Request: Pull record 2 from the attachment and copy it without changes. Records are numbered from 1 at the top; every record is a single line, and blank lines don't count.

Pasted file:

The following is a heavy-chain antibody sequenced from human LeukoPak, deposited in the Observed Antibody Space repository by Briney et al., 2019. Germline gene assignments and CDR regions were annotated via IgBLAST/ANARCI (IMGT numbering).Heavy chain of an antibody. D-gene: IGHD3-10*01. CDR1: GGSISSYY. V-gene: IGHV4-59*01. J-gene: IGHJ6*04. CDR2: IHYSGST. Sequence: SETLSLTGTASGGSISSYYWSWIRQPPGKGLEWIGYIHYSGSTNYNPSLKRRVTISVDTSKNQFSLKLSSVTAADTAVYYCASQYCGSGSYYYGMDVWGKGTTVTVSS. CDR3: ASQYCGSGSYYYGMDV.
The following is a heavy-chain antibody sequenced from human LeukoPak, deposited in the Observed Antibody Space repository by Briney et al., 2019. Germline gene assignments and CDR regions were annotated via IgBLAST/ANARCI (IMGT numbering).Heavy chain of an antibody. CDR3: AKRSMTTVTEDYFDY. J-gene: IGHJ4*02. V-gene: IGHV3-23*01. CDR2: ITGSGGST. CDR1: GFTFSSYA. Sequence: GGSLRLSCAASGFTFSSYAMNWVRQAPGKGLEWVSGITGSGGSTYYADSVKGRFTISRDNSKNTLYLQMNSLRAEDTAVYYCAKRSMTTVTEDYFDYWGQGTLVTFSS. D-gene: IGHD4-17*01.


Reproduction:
The following is a heavy-chain antibody sequenced from human LeukoPak, deposited in the Observed Antibody Space repository by Briney et al., 2019. Germline gene assignments and CDR regions were annotated via IgBLAST/ANARCI (IMGT numbering).Heavy chain of an antibody. CDR3: AKRSMTTVTEDYFDY. J-gene: IGHJ4*02. V-gene: IGHV3-23*01. CDR2: ITGSGGST. CDR1: GFTFSSYA. Sequence: GGSLRLSCAASGFTFSSYAMNWVRQAPGKGLEWVSGITGSGGSTYYADSVKGRFTISRDNSKNTLYLQMNSLRAEDTAVYYCAKRSMTTVTEDYFDYWGQGTLVTFSS. D-gene: IGHD4-17*01.